What came most shocking to everyone was that the basis of Arnold’s claim against Brooksfilms was that Arnold claimed the book was not entirely based on public record fact. In fact, he claimed that it fictionalized. One specific thing that fiction created by Arnold was that Farmer underwent a lobotomy. The judge was strong against Arnold, taking him to task for writing and marketing his book as nonfiction, but then later claiming that it really wasn’t. Join us as we take a look at the truth behind the legacy and death of Frances Farmer.

The judge denied Arnold’s claim of copyright infringement. But the damage was done. Since the film Frances included Farmer’s lobotomy. Fiction, for all intents and purposes, became fact.

The Truth Of Frances Farmer’s Life

It was the less lurid version of the tale that went relatively unnoticed. Farmer’s sister, Edith Elliot, wrote her own account of her sibling’s life in the self-published book, Look Back In Love. In the book, Elliot wrote that their father visited Western State Hospital in 1947. He was just in time to stop the lobotomy. According to Elliot, their father stated that if they tried any of their guinea pig operations on her, they would have a danged big lawsuit on their hands. While Farmer didn’t suffer through a lobotomy, there were other acts of abuse that she did endure.

In Farmer’s posthumously published autobiography, Will There Really Be A Morning?, she wrote that she’s raped by orderlies, gnawed on by rats and poisoned by tainted food, chained in padded cells, strapped into straitjackets and half drowned in ice baths.

But the truth of Farmer’s own account of her life is still questionable. This is mainly due to Farmer not finishing the book herself but her close friend, Jean Ratcliffe, finishing it. Some believe that Ratcliffe may have embellished parts of the book in order to fulfill the requirements of the publisher, who had given Farmer a large advance before her death in 1970.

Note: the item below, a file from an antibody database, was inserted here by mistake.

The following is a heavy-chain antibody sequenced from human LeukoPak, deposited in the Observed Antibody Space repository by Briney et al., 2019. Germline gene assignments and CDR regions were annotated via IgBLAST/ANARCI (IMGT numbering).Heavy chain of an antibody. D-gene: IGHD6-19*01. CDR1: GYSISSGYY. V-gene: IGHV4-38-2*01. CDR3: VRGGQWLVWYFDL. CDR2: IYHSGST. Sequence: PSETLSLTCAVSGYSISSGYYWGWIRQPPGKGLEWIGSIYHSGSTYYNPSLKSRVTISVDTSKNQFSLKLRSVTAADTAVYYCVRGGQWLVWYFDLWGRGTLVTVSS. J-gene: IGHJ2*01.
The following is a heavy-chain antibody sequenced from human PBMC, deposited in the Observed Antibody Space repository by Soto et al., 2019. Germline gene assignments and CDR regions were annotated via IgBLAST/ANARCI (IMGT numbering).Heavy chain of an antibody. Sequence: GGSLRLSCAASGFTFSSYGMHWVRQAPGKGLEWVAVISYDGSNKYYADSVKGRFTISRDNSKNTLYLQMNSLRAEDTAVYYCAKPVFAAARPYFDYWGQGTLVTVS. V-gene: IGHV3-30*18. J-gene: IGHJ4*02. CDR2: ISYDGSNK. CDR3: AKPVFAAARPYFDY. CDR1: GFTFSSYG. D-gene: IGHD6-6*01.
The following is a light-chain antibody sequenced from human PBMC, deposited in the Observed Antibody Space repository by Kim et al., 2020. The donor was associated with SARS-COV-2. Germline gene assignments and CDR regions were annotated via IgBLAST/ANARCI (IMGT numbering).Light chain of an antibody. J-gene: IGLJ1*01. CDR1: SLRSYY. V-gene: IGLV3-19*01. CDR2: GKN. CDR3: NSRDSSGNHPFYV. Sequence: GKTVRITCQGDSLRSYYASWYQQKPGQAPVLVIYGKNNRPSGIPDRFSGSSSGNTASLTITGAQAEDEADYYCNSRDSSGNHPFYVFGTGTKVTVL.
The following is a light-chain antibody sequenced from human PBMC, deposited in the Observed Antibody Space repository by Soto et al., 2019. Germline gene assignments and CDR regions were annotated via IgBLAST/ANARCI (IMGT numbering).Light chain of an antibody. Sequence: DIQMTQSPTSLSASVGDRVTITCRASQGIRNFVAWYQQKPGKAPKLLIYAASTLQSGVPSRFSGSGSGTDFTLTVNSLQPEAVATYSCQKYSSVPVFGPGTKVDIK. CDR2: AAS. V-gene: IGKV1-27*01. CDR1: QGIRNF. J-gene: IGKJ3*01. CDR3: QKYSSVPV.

A newspaper report in 1983 even claimed that Ratcliffe intentionally made the story more dramatic in hopes of securing a movie deal. Either way, one thing is for certain, Farmer released from Western State Hospital, on March 25th, 1950.

Frances Farmer Wrestles Back Control

Concerned that her mother might institutionalize her again, Frances Farmer fought to have Lillian’s guardianship removed. In 1953, a judge agreed that she could indeed take care of herself, and legally restored her competency. Farmer then moved to Eureka, California after the death of her parents. There she became a bookkeeper. She then connected with television executive Leland Mikesell whom she would eventually marry and later divorce. Mikesell convinced her to return to television.

In 1957, Farmer moved again, this time to San Francisco with the help of Mikesell and began her comeback tour. She appeared on The Ed Sullivan Show, an American television variety show hosted by New York entertainment columnist Ed Sullivan. While still determined to become a stage actress, Frances Farmer returned to the theater, and even made another movie. Join us as we take a look at the truth behind the legacy and death of Frances Farmer.

An opportunity to continue working in the theater took her to Indianapolis. While there, an NBC affiliate offered her a superb opportunity to host a daily series that showcased vintage films. Frances Farmer eagerly accepted. In 1962, Farmer penned a letter to her sister, and stated that she had enjoyed the last few weeks so much in a quiet and settled way. She believed that she had never felt better in her life.

While things seemed to be more positive for Farmer, she still struggled with alcohol abuse, and after a couple of DUI citations, on top of a drunk on-camera appearance, Farmer was fired. While this was a struggle, it did not deter her from acting. She took on several roles in productions at Purdue University, where she served as actress-in-residence. Farmer claimed that the Purdue productions were some of the best and most fulfilling works of her career. Join us as we take a look at the truth behind the legacy and death of Frances Farmer.

Farmer was diagnosed with esophageal cancer In 1970. She died in August of that year at the age of 56. Her story filled with equal parts true despair and devastating fallacy, that formed an unusual and sometimes misunderstood legacy. Frances Farmer’s life would inspire the more macabre, including the songs of Kurt Cobain, who suffered with his own struggles that mirrored those of Hollywood’s fallen angel.

Frances Farmer was undoubtedly a deeply troubled woman who suffered greatly in her life. The relatively primitive conditions of the institution system, as well as the equally primitive therapies used in those days, no doubt worsened rather than helped her issues. Taking that into account, was Frances Farmer a victim of the times, and the misunderstandings of mental illness and substance abuse? Or was she her own worst enemy and unable to get her life in order?